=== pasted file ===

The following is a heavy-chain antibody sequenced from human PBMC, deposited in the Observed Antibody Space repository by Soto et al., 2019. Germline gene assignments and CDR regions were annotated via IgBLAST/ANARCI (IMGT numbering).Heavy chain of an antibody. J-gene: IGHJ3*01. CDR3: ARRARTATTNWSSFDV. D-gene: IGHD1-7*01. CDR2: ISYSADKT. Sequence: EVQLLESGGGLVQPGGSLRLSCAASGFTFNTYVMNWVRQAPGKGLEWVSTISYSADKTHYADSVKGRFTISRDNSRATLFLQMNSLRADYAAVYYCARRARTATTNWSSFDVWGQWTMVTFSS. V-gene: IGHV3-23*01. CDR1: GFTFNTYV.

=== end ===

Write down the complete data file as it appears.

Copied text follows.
The following is a heavy-chain antibody sequenced from human PBMC, deposited in the Observed Antibody Space repository by Soto et al., 2019. Germline gene assignments and CDR regions were annotated via IgBLAST/ANARCI (IMGT numbering).Heavy chain of an antibody. J-gene: IGHJ3*01. CDR3: ARRARTATTNWSSFDV. D-gene: IGHD1-7*01. CDR2: ISYSADKT. Sequence: EVQLLESGGGLVQPGGSLRLSCAASGFTFNTYVMNWVRQAPGKGLEWVSTISYSADKTHYADSVKGRFTISRDNSRATLFLQMNSLRADYAAVYYCARRARTATTNWSSFDVWGQWTMVTFSS. V-gene: IGHV3-23*01. CDR1: GFTFNTYV.